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Cannes 2016. Alejandro Jodorowsky's "Endless Poetry"

The psychotropic Chilean artist's crowd-funded sequel to "The Dance of Reality."
Deeply personal cinema continues unabated over at the Directors’ Fortnight in Cannes, which three years ago hosted Chilean psychotropic visionary Alejandro Jodorowsky's (El Topo, Holy Mountain) return to the world of film after more than twenty years away. That film was The Dance of Reality, a darkly joyful, surrealist autobiography of the director and his father’s time in the Chilean town of Tocopilla in the 1930s. After a successful and inspiringly creative Kickstarter and Indiegogo campaign to secure funding for a follow-up, we now have Endless Poetry, a continuation of the fantastic saga of Jodorowsky himself (played by one of the director’s sons, Adan Jodorowsky) leaving his town for the big city to become a poet in the 1940s.
Clearly the second part in what must be an intended trilogy, Endless Poetry is more halting and less expansive than its predecessor, but no less personal, plunging into Santiago's artists' scene with obvious pleasure. Whether in the brash confessional side of its anecdotes of Jodorowsky’s life under his loving but deeply conservative father, or in the phantasmagoric flourishes fans of the director love so much, small (a trembling earthquake in the family home during a fight between father and son) and large moments (a tremendous white, black and red parade of skeletons), the film spins a private fantasia out of memories, dreams, desires, the surrounding culture particular to the historical moment in Chile.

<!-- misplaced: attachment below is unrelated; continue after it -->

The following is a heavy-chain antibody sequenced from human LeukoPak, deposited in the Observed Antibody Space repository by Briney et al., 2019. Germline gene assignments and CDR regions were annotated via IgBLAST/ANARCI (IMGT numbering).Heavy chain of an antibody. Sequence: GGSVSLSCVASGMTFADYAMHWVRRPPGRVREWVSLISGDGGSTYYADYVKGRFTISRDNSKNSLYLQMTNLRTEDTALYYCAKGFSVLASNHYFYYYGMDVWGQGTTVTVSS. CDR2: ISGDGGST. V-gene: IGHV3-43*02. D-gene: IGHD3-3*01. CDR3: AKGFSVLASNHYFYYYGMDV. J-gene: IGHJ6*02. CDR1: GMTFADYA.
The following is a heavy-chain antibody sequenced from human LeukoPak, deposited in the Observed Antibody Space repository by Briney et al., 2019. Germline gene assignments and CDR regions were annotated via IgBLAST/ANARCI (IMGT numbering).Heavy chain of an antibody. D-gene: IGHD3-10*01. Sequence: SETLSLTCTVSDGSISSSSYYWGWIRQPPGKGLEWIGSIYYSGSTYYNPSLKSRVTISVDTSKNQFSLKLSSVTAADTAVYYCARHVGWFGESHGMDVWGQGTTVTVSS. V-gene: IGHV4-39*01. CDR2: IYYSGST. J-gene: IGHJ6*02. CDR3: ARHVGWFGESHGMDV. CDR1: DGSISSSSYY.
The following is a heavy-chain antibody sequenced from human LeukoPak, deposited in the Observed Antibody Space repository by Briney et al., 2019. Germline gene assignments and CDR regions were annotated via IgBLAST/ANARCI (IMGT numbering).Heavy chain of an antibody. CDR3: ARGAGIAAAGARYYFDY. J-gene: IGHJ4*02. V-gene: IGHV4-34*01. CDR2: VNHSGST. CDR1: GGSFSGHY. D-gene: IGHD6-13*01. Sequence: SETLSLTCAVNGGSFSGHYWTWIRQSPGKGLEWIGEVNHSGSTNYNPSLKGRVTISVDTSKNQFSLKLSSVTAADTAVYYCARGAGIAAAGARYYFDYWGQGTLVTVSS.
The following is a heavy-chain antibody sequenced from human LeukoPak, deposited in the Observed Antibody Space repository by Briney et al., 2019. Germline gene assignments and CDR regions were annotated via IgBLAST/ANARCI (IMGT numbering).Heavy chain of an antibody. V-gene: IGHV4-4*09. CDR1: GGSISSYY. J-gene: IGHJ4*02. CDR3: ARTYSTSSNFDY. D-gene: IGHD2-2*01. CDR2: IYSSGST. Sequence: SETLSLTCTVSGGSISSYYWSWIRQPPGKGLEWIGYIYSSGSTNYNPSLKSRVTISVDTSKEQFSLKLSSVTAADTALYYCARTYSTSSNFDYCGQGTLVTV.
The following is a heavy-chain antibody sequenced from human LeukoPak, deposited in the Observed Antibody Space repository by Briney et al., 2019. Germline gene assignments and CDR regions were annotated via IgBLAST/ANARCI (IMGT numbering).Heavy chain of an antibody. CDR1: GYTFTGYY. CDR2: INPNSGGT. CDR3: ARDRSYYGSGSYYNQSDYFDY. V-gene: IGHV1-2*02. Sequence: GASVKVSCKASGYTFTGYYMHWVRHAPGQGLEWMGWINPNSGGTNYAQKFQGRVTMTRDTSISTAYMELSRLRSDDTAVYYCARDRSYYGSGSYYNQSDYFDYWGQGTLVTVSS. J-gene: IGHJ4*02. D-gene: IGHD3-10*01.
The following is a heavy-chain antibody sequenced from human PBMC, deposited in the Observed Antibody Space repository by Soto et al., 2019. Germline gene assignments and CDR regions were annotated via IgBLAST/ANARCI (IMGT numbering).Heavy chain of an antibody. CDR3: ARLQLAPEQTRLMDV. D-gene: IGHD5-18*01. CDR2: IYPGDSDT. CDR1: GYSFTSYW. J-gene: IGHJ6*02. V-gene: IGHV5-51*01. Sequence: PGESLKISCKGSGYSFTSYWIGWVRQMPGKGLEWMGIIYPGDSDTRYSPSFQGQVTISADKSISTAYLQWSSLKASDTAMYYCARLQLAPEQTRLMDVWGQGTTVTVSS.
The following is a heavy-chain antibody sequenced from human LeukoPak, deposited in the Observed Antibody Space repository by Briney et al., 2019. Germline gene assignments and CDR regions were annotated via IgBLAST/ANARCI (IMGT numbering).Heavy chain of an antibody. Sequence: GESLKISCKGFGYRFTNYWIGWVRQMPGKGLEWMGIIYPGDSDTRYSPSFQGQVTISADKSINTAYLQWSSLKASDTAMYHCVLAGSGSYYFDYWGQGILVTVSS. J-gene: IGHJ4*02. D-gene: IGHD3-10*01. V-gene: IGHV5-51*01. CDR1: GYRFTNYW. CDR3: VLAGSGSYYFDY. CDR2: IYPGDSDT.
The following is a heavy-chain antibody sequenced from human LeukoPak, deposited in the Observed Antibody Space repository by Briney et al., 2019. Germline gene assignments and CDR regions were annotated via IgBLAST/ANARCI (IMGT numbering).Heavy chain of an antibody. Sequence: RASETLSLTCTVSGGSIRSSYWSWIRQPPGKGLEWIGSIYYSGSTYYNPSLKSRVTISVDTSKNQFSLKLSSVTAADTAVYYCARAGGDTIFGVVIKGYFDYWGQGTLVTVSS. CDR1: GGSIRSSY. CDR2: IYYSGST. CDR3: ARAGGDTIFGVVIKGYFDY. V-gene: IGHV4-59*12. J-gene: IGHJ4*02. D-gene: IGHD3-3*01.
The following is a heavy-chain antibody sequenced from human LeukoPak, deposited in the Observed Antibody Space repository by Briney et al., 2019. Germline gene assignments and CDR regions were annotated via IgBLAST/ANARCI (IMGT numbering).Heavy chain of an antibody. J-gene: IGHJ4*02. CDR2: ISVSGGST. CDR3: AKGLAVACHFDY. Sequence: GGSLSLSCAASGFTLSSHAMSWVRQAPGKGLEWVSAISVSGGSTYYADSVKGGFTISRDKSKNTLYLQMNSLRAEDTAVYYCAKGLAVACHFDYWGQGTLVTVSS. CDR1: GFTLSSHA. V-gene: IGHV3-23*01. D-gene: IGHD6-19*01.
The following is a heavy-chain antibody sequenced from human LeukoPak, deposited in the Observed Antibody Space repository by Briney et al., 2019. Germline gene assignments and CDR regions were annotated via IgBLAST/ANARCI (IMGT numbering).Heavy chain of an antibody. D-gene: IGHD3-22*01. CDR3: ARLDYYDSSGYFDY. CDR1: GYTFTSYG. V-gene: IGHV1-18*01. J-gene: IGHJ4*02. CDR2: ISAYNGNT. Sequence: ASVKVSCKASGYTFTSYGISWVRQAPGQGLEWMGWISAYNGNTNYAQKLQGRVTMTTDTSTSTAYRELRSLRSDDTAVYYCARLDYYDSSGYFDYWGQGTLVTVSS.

These disparate parts are touchingly held intact by the performance of Adan, a large-framed, smooth-skinned and sensitive man cast too old for the part of a neophyte urban poet, but this disjunctive aspect somehow makes his channeling of his father’s fervor, worries and wanderings all the more tender. But most moving of all is Jodorowsky the director, now 87, who periodically shows up within the drama next to others—even next to his son playing himself in youth—and speaks of his time, then, recreated now with his family. For a visionary whose cult films have always so giddily collapsed fantasy into reality, this conjuring of his own story through his family, all together, in the cinema—it is something special and enchanting.

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